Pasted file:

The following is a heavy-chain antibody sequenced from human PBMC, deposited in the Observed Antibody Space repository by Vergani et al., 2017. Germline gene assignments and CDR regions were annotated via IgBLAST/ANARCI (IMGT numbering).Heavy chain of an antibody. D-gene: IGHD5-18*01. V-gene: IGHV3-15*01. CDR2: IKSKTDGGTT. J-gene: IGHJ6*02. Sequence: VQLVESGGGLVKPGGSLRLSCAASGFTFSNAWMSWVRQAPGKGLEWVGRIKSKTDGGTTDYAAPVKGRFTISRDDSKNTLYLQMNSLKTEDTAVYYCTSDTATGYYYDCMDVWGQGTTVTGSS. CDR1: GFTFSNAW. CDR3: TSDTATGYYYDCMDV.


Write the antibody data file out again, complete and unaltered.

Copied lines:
The following is a heavy-chain antibody sequenced from human PBMC, deposited in the Observed Antibody Space repository by Vergani et al., 2017. Germline gene assignments and CDR regions were annotated via IgBLAST/ANARCI (IMGT numbering).Heavy chain of an antibody. D-gene: IGHD5-18*01. V-gene: IGHV3-15*01. CDR2: IKSKTDGGTT. J-gene: IGHJ6*02. Sequence: VQLVESGGGLVKPGGSLRLSCAASGFTFSNAWMSWVRQAPGKGLEWVGRIKSKTDGGTTDYAAPVKGRFTISRDDSKNTLYLQMNSLKTEDTAVYYCTSDTATGYYYDCMDVWGQGTTVTGSS. CDR1: GFTFSNAW. CDR3: TSDTATGYYYDCMDV.